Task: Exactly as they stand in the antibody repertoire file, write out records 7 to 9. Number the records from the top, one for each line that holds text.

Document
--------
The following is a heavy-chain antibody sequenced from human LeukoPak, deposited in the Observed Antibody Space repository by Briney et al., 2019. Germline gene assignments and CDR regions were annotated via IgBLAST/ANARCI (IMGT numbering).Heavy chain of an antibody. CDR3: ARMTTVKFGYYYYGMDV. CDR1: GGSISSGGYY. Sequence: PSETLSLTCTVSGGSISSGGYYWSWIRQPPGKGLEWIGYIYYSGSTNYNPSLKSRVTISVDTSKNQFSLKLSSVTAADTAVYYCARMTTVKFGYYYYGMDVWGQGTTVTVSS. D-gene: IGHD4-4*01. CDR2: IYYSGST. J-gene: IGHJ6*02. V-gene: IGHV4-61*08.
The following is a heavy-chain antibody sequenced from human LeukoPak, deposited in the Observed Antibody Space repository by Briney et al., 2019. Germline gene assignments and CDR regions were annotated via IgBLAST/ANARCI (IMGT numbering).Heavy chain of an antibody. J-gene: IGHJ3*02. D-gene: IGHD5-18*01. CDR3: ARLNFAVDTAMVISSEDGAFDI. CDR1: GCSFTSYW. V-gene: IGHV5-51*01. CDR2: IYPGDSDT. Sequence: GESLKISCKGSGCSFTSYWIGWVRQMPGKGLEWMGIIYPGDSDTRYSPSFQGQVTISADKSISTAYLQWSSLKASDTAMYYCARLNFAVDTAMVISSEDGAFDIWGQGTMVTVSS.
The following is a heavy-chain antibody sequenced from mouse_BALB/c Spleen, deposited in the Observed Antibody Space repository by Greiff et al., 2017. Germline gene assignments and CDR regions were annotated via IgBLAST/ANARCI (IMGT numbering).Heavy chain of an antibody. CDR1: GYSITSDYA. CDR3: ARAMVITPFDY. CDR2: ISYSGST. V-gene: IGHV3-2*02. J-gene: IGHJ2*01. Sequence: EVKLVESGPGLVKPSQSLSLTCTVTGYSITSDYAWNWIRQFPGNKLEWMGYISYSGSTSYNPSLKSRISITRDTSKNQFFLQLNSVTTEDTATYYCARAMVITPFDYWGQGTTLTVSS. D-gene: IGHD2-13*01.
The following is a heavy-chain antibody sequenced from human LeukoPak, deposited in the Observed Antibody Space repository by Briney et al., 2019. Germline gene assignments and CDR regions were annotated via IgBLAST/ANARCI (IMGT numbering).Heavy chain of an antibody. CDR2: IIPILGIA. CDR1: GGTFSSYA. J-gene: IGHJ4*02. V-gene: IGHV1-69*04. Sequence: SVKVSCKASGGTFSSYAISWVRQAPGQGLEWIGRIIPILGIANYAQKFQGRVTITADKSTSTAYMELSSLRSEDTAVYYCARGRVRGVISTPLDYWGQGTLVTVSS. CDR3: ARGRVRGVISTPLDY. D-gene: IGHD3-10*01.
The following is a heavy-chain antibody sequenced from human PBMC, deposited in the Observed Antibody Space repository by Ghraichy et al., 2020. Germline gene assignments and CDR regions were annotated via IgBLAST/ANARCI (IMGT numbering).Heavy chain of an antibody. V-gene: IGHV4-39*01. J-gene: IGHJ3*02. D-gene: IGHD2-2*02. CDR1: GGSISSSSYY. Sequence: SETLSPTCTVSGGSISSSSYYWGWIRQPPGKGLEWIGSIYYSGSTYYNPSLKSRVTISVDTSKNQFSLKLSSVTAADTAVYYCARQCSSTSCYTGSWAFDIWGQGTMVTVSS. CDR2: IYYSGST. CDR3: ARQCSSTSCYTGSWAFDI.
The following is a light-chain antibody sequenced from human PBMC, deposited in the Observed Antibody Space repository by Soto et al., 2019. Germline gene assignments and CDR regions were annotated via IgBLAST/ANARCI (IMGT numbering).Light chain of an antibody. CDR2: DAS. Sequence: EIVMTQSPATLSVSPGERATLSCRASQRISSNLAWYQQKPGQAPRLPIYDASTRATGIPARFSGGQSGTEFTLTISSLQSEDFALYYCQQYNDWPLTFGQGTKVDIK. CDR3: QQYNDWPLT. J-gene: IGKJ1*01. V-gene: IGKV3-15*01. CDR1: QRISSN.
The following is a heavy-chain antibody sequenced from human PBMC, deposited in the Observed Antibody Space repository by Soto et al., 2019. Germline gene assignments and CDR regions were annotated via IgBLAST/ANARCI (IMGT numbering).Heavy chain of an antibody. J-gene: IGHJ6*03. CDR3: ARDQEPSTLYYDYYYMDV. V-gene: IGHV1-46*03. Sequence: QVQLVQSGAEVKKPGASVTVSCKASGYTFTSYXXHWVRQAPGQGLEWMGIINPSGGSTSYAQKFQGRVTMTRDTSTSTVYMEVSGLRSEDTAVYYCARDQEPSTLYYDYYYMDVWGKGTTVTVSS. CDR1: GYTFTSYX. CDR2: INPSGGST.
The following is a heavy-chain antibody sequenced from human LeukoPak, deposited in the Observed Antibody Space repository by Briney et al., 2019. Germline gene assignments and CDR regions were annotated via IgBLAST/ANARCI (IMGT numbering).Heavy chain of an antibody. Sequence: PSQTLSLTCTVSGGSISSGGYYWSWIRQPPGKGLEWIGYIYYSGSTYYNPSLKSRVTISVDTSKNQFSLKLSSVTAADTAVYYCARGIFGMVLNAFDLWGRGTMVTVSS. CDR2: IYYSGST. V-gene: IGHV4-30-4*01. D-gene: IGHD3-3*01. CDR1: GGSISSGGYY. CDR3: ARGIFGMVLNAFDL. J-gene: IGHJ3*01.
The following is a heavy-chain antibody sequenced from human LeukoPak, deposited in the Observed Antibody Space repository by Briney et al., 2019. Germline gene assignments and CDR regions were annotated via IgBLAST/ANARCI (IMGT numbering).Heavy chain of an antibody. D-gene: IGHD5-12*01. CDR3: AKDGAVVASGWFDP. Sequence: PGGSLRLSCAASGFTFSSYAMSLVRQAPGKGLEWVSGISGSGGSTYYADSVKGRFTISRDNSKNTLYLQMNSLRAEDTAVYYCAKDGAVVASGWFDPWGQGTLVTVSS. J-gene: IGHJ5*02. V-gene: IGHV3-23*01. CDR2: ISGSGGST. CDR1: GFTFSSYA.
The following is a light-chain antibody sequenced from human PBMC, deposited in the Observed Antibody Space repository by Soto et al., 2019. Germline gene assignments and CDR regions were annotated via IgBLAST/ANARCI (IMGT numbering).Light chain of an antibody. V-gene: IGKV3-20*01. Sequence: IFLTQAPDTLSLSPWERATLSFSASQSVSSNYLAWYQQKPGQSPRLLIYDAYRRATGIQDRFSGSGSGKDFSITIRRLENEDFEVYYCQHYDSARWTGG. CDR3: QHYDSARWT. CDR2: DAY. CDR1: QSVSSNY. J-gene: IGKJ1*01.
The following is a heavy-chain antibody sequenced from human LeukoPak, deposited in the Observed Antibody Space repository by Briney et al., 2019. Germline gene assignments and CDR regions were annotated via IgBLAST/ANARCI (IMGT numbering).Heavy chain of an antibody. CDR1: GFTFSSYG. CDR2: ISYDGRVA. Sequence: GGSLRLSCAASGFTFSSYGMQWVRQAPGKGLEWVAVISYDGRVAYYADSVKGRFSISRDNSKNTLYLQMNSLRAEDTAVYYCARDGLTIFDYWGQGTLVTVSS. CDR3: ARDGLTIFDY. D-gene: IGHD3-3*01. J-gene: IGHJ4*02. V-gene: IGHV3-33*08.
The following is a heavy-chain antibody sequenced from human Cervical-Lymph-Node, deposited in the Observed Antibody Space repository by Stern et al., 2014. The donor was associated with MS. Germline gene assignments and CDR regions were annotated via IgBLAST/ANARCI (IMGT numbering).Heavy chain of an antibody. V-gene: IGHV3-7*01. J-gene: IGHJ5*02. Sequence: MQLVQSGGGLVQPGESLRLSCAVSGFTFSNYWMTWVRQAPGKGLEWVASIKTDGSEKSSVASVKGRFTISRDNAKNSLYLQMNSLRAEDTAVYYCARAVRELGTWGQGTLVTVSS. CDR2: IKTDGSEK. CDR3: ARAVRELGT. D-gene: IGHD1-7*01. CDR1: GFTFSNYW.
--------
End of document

The following is a heavy-chain antibody sequenced from human PBMC, deposited in the Observed Antibody Space repository by Soto et al., 2019. Germline gene assignments and CDR regions were annotated via IgBLAST/ANARCI (IMGT numbering).Heavy chain of an antibody. J-gene: IGHJ6*03. CDR3: ARDQEPSTLYYDYYYMDV. V-gene: IGHV1-46*03. Sequence: QVQLVQSGAEVKKPGASVTVSCKASGYTFTSYXXHWVRQAPGQGLEWMGIINPSGGSTSYAQKFQGRVTMTRDTSTSTVYMEVSGLRSEDTAVYYCARDQEPSTLYYDYYYMDVWGKGTTVTVSS. CDR1: GYTFTSYX. CDR2: INPSGGST.
The following is a heavy-chain antibody sequenced from human LeukoPak, deposited in the Observed Antibody Space repository by Briney et al., 2019. Germline gene assignments and CDR regions were annotated via IgBLAST/ANARCI (IMGT numbering).Heavy chain of an antibody. Sequence: PSQTLSLTCTVSGGSISSGGYYWSWIRQPPGKGLEWIGYIYYSGSTYYNPSLKSRVTISVDTSKNQFSLKLSSVTAADTAVYYCARGIFGMVLNAFDLWGRGTMVTVSS. CDR2: IYYSGST. V-gene: IGHV4-30-4*01. D-gene: IGHD3-3*01. CDR1: GGSISSGGYY. CDR3: ARGIFGMVLNAFDL. J-gene: IGHJ3*01.
The following is a heavy-chain antibody sequenced from human LeukoPak, deposited in the Observed Antibody Space repository by Briney et al., 2019. Germline gene assignments and CDR regions were annotated via IgBLAST/ANARCI (IMGT numbering).Heavy chain of an antibody. D-gene: IGHD5-12*01. CDR3: AKDGAVVASGWFDP. Sequence: PGGSLRLSCAASGFTFSSYAMSLVRQAPGKGLEWVSGISGSGGSTYYADSVKGRFTISRDNSKNTLYLQMNSLRAEDTAVYYCAKDGAVVASGWFDPWGQGTLVTVSS. J-gene: IGHJ5*02. V-gene: IGHV3-23*01. CDR2: ISGSGGST. CDR1: GFTFSSYA.